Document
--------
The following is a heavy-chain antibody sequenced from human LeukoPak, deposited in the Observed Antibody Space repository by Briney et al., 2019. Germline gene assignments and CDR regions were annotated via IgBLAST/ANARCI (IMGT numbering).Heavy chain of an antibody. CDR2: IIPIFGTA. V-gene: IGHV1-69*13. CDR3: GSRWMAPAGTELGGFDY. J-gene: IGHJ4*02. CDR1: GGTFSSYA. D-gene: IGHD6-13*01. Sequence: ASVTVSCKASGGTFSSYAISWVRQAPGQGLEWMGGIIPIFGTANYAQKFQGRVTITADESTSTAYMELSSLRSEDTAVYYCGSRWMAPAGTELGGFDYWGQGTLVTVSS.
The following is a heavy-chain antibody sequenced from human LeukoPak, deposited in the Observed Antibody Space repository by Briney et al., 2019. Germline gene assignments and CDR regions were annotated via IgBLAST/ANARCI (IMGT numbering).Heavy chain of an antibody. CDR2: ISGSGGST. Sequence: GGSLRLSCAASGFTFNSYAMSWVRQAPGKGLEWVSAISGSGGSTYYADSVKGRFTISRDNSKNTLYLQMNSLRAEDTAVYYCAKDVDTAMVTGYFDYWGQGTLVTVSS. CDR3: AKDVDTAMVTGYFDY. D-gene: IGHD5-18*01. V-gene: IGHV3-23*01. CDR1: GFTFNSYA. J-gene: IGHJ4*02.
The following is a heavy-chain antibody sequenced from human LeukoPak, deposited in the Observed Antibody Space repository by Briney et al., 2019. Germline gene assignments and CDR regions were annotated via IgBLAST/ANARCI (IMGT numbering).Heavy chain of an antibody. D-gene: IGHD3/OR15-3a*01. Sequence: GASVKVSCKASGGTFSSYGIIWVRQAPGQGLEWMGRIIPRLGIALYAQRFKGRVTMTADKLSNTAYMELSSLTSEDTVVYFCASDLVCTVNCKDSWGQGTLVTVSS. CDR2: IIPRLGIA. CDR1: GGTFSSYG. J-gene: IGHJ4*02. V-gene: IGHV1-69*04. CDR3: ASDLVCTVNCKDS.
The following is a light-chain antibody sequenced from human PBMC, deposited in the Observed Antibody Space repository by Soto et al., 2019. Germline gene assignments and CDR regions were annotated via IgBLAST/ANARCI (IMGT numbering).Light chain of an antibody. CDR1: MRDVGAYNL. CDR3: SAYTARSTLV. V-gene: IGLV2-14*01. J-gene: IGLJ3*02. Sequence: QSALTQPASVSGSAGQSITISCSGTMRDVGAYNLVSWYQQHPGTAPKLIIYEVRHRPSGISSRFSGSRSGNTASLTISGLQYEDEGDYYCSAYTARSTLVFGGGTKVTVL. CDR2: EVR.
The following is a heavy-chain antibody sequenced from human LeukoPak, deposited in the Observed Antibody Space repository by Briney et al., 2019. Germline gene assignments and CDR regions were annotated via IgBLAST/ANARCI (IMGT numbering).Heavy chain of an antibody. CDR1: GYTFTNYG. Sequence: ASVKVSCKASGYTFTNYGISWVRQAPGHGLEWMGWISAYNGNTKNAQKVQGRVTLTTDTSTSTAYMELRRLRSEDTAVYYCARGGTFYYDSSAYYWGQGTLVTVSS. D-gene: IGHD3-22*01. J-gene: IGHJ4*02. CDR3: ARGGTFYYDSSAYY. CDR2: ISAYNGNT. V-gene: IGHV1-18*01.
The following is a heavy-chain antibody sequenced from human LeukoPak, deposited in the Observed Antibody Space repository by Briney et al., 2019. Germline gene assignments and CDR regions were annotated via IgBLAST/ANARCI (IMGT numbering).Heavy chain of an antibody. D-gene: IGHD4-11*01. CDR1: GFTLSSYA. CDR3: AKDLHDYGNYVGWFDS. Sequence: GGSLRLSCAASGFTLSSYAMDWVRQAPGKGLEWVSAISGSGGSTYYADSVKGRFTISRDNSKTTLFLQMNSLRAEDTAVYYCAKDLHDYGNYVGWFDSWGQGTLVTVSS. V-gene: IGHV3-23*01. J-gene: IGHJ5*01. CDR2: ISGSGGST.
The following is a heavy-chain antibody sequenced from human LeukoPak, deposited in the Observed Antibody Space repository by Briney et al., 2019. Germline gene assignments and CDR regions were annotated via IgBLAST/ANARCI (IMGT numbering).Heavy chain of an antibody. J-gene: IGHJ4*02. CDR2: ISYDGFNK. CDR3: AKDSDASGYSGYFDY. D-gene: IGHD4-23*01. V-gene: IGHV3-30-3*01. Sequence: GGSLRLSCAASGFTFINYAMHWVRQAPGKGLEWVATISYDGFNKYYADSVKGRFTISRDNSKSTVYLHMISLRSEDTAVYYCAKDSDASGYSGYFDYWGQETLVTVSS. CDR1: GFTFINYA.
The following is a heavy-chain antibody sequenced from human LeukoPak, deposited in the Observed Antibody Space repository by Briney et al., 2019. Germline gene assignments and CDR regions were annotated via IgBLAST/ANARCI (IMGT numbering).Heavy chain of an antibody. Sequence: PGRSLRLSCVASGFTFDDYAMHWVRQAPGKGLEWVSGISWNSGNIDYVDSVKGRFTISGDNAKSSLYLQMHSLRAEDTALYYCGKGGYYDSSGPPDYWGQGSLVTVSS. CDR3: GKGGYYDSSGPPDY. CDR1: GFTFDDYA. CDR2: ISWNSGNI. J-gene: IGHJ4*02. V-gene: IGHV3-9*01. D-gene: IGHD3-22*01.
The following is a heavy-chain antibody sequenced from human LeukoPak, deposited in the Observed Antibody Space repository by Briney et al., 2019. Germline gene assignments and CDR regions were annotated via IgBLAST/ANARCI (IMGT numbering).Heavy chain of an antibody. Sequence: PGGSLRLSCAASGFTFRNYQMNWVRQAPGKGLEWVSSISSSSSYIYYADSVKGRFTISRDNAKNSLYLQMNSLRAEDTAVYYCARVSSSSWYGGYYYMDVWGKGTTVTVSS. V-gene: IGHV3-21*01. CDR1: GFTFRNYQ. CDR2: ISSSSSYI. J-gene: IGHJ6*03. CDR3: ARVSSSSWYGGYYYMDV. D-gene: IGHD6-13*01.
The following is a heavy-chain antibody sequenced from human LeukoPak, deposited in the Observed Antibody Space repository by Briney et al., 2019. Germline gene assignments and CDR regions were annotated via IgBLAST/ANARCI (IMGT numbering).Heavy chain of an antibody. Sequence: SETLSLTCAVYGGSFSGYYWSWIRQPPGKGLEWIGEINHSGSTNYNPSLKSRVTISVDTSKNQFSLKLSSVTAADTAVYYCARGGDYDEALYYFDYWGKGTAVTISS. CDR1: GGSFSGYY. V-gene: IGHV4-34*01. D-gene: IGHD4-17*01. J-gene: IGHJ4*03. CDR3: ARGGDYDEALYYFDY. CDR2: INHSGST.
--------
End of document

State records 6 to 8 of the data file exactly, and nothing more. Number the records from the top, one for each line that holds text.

The following is a heavy-chain antibody sequenced from human LeukoPak, deposited in the Observed Antibody Space repository by Briney et al., 2019. Germline gene assignments and CDR regions were annotated via IgBLAST/ANARCI (IMGT numbering).Heavy chain of an antibody. D-gene: IGHD4-11*01. CDR1: GFTLSSYA. CDR3: AKDLHDYGNYVGWFDS. Sequence: GGSLRLSCAASGFTLSSYAMDWVRQAPGKGLEWVSAISGSGGSTYYADSVKGRFTISRDNSKTTLFLQMNSLRAEDTAVYYCAKDLHDYGNYVGWFDSWGQGTLVTVSS. V-gene: IGHV3-23*01. J-gene: IGHJ5*01. CDR2: ISGSGGST.
The following is a heavy-chain antibody sequenced from human LeukoPak, deposited in the Observed Antibody Space repository by Briney et al., 2019. Germline gene assignments and CDR regions were annotated via IgBLAST/ANARCI (IMGT numbering).Heavy chain of an antibody. J-gene: IGHJ4*02. CDR2: ISYDGFNK. CDR3: AKDSDASGYSGYFDY. D-gene: IGHD4-23*01. V-gene: IGHV3-30-3*01. Sequence: GGSLRLSCAASGFTFINYAMHWVRQAPGKGLEWVATISYDGFNKYYADSVKGRFTISRDNSKSTVYLHMISLRSEDTAVYYCAKDSDASGYSGYFDYWGQETLVTVSS. CDR1: GFTFINYA.
The following is a heavy-chain antibody sequenced from human LeukoPak, deposited in the Observed Antibody Space repository by Briney et al., 2019. Germline gene assignments and CDR regions were annotated via IgBLAST/ANARCI (IMGT numbering).Heavy chain of an antibody. Sequence: PGRSLRLSCVASGFTFDDYAMHWVRQAPGKGLEWVSGISWNSGNIDYVDSVKGRFTISGDNAKSSLYLQMHSLRAEDTALYYCGKGGYYDSSGPPDYWGQGSLVTVSS. CDR3: GKGGYYDSSGPPDY. CDR1: GFTFDDYA. CDR2: ISWNSGNI. J-gene: IGHJ4*02. V-gene: IGHV3-9*01. D-gene: IGHD3-22*01.